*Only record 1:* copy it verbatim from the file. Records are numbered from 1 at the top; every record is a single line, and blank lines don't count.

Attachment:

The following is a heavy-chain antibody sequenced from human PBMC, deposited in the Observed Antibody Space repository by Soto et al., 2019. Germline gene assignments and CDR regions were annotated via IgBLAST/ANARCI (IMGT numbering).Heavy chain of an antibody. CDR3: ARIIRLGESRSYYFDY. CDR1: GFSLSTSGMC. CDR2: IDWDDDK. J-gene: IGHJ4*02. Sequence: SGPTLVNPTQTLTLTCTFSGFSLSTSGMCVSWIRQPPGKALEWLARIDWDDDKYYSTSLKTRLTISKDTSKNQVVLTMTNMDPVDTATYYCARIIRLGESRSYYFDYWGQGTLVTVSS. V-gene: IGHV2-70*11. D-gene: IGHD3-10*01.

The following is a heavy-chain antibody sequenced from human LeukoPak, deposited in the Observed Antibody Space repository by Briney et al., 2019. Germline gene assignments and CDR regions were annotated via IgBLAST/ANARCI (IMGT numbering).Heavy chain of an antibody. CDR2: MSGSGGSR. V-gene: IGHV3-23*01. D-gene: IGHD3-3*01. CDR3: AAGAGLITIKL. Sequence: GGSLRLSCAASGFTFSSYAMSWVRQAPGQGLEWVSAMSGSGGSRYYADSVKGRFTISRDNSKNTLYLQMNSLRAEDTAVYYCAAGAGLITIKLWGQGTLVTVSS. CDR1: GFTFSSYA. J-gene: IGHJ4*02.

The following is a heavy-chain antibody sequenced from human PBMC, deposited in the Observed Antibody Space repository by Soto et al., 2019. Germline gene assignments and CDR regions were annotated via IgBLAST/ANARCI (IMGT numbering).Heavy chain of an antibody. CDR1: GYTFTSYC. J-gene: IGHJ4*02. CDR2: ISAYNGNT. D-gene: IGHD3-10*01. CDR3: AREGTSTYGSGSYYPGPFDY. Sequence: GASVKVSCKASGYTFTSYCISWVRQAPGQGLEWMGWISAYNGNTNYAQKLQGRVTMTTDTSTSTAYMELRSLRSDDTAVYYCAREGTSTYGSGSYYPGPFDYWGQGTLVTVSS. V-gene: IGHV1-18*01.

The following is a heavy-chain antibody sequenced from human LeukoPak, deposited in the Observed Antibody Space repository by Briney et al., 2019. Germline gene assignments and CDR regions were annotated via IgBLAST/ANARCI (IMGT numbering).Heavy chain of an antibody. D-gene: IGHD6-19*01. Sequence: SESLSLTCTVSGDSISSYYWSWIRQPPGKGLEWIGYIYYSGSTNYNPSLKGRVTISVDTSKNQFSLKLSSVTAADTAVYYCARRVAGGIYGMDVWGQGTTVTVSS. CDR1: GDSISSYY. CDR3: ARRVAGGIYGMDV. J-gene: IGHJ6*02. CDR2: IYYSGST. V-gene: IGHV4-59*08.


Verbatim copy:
The following is a heavy-chain antibody sequenced from human PBMC, deposited in the Observed Antibody Space repository by Soto et al., 2019. Germline gene assignments and CDR regions were annotated via IgBLAST/ANARCI (IMGT numbering).Heavy chain of an antibody. CDR3: ARIIRLGESRSYYFDY. CDR1: GFSLSTSGMC. CDR2: IDWDDDK. J-gene: IGHJ4*02. Sequence: SGPTLVNPTQTLTLTCTFSGFSLSTSGMCVSWIRQPPGKALEWLARIDWDDDKYYSTSLKTRLTISKDTSKNQVVLTMTNMDPVDTATYYCARIIRLGESRSYYFDYWGQGTLVTVSS. V-gene: IGHV2-70*11. D-gene: IGHD3-10*01.